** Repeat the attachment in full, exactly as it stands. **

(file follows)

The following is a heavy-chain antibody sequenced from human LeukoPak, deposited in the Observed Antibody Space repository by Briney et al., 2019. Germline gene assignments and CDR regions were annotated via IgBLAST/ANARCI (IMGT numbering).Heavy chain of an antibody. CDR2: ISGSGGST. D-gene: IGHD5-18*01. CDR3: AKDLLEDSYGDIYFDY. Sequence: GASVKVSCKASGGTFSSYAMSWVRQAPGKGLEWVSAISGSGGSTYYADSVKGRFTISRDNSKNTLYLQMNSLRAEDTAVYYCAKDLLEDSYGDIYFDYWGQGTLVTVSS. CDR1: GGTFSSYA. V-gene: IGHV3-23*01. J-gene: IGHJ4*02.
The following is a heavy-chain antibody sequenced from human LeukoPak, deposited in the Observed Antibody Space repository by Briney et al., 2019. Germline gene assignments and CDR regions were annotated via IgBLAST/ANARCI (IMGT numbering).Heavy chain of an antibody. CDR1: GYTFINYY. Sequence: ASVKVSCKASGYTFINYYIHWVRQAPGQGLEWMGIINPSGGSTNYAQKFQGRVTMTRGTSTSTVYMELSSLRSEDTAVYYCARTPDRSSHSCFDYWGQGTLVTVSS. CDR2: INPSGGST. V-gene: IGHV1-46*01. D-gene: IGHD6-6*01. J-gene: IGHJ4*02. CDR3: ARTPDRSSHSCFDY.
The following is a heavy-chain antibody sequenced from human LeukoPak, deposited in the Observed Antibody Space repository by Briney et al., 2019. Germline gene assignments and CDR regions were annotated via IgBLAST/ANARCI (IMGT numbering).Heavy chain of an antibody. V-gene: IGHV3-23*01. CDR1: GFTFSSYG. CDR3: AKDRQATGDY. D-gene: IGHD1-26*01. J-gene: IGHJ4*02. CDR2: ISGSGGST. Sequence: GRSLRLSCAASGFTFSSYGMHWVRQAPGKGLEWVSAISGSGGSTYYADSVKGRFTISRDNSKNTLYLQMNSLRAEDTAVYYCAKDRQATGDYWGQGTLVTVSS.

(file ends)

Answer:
The following is a heavy-chain antibody sequenced from human LeukoPak, deposited in the Observed Antibody Space repository by Briney et al., 2019. Germline gene assignments and CDR regions were annotated via IgBLAST/ANARCI (IMGT numbering).Heavy chain of an antibody. CDR2: ISGSGGST. D-gene: IGHD5-18*01. CDR3: AKDLLEDSYGDIYFDY. Sequence: GASVKVSCKASGGTFSSYAMSWVRQAPGKGLEWVSAISGSGGSTYYADSVKGRFTISRDNSKNTLYLQMNSLRAEDTAVYYCAKDLLEDSYGDIYFDYWGQGTLVTVSS. CDR1: GGTFSSYA. V-gene: IGHV3-23*01. J-gene: IGHJ4*02.
The following is a heavy-chain antibody sequenced from human LeukoPak, deposited in the Observed Antibody Space repository by Briney et al., 2019. Germline gene assignments and CDR regions were annotated via IgBLAST/ANARCI (IMGT numbering).Heavy chain of an antibody. CDR1: GYTFINYY. Sequence: ASVKVSCKASGYTFINYYIHWVRQAPGQGLEWMGIINPSGGSTNYAQKFQGRVTMTRGTSTSTVYMELSSLRSEDTAVYYCARTPDRSSHSCFDYWGQGTLVTVSS. CDR2: INPSGGST. V-gene: IGHV1-46*01. D-gene: IGHD6-6*01. J-gene: IGHJ4*02. CDR3: ARTPDRSSHSCFDY.
The following is a heavy-chain antibody sequenced from human LeukoPak, deposited in the Observed Antibody Space repository by Briney et al., 2019. Germline gene assignments and CDR regions were annotated via IgBLAST/ANARCI (IMGT numbering).Heavy chain of an antibody. V-gene: IGHV3-23*01. CDR1: GFTFSSYG. CDR3: AKDRQATGDY. D-gene: IGHD1-26*01. J-gene: IGHJ4*02. CDR2: ISGSGGST. Sequence: GRSLRLSCAASGFTFSSYGMHWVRQAPGKGLEWVSAISGSGGSTYYADSVKGRFTISRDNSKNTLYLQMNSLRAEDTAVYYCAKDRQATGDYWGQGTLVTVSS.